Fine after scaffolder's fatal fall
12 June 2019
TWO CONTRACTORS have been fined after a worker suffered fatal injuries following a fall through a fragile roof during construction work at a factory in Staffordshire.
Wolverhampton Crown Court heard how on 19 September 2015, at the Norton Aluminium foundry site in Norton Canes, a scaffold company employee was fatally injured after falling approximately 11.5 metres through a fragile roof. The employee was working on the corrugated asbestos cement roof to move and fit temporary scaffold guardrails as part of a larger roof refurbishment project at the site.
An investigation by the Health and Safety Executive (HSE) found that Stephen John Brennan, trading as SB Scaffolding, failed to ensure the health and safety of his employees in relation to the work taking place on the fragile roof at the site. The investigation also found that Sandwell Roofing Limited, a contractor in overall control of the roof refurbishment project, failed to ensure that people not in its employment were not exposed to risks arising from work on the fragile roof.
Stephen John Brennan of Lorimer Way, Birmingham, pleaded guilty to breaching Section 2(1) of the Health and Safety at Work etc Act 1974. He was sentenced to six months imprisonment suspended for two years, 180 hours of unpaid community service and ordered to pay costs of £14,000.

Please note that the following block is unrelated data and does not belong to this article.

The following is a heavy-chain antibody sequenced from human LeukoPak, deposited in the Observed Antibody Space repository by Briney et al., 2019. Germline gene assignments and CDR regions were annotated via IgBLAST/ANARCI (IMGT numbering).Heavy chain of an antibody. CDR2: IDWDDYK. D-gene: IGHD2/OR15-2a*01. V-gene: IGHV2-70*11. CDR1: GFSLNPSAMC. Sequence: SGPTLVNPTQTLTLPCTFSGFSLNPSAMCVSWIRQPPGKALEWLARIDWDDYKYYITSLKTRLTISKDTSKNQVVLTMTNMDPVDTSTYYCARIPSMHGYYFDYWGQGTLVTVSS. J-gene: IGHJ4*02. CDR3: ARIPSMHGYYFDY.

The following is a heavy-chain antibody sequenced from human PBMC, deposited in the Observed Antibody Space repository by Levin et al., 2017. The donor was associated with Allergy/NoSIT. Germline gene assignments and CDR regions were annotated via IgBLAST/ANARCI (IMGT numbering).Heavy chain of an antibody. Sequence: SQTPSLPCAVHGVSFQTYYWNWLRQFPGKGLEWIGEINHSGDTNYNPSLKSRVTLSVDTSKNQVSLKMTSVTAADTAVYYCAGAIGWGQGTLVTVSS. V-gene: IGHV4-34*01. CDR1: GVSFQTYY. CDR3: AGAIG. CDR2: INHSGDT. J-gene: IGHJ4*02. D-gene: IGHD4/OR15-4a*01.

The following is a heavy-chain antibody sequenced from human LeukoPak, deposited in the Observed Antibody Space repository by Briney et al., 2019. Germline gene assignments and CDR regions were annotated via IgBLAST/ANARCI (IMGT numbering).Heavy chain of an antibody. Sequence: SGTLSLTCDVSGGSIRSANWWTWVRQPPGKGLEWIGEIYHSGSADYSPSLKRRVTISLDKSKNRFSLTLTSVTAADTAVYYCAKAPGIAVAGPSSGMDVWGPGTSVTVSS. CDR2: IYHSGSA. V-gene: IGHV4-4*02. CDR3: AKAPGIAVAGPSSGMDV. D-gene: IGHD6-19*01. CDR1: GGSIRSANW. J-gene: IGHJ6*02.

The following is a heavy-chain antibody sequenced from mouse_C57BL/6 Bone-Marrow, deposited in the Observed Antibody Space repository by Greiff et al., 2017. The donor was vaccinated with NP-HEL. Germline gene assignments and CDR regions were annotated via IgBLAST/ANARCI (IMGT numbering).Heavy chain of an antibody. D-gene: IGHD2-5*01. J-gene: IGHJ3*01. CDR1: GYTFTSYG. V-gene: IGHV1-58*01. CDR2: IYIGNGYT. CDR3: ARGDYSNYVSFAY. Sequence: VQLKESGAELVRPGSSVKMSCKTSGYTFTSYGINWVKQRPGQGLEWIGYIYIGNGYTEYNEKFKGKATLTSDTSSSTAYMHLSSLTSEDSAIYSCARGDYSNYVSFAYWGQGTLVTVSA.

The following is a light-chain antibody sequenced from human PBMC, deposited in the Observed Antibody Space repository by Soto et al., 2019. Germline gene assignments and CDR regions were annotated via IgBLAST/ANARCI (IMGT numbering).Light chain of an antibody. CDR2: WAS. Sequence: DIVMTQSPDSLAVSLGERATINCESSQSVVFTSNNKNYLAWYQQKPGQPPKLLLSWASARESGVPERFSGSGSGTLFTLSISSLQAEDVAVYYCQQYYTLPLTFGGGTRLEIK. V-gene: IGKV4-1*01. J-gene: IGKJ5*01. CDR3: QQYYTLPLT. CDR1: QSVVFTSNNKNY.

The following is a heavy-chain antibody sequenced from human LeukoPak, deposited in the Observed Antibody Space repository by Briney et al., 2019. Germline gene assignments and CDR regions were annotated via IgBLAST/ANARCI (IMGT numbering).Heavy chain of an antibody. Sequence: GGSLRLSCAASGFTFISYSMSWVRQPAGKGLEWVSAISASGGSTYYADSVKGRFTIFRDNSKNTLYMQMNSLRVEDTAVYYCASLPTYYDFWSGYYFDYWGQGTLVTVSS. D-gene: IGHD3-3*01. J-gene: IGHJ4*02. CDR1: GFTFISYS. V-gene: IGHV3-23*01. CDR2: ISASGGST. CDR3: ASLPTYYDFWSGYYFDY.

Sandwell Roofing Limited of New Wood Farm Stourton, Stourbridge, pleaded guilty to breaching Section 3(1) of the Health and Safety at Work etc Act 1974. The company was fined £41,125 and ordered to pay costs of £33,000.
Speaking after the hearing, HSE inspector Andrew Bowker said:
“Falls through fragile roof materials remain one of the most common causes of work-related fatalities during construction work. These risks are well known, and the required control measures well documented in both HSE and industry guidance. This was a tragic and wholly avoidable accident that led to the death of a young man. This death could easily have been prevented if suitable safe systems of work had been in place.”